Mapping Bedrock: Tools to Identify Loss Potential in Vulnerable Landscapes
In the summer of 2008, UW Discovery Farms partnered with the Wisconsin Geological and Natural History Survey (WGNHS) and the Calumet County Land and Water Conservation Department to study the thickness and texture of the materials between the bedrock and land surface.
The objective of the study was to map the depth-to-bedrock in Calumet County, an area that has long been grappling with groundwater quality issues from nonpoint source pollution. In landscapes such as those found in Calumet County, carbonate bedrock formations are extensively fractured. As a result, there is very little surface runoff in places where fractured bedrock is close to the land surface. Water quickly and easily infiltrates to the subsurface.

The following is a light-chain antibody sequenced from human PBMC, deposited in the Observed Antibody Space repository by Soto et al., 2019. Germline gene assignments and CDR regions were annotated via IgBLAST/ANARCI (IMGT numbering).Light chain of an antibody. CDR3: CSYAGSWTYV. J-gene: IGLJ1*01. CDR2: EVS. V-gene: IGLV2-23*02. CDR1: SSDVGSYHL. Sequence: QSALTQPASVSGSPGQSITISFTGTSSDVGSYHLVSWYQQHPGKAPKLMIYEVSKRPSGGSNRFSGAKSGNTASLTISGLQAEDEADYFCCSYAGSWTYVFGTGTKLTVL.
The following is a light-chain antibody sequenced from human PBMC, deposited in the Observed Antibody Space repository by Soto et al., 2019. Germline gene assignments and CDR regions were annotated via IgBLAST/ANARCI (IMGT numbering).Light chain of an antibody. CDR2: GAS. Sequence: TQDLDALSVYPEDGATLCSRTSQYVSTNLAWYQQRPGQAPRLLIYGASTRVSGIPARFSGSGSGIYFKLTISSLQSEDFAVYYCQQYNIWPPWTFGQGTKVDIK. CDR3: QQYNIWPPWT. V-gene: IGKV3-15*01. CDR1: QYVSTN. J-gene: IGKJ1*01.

Researchers found that groundwater in Calumet County aquifers used for drinking-water supplies has a moderate to high risk of contamination. This susceptibility to contamination varies across the county and is largely dependent upon the thicknesses of the unlithified materials over the groundwater aquifers.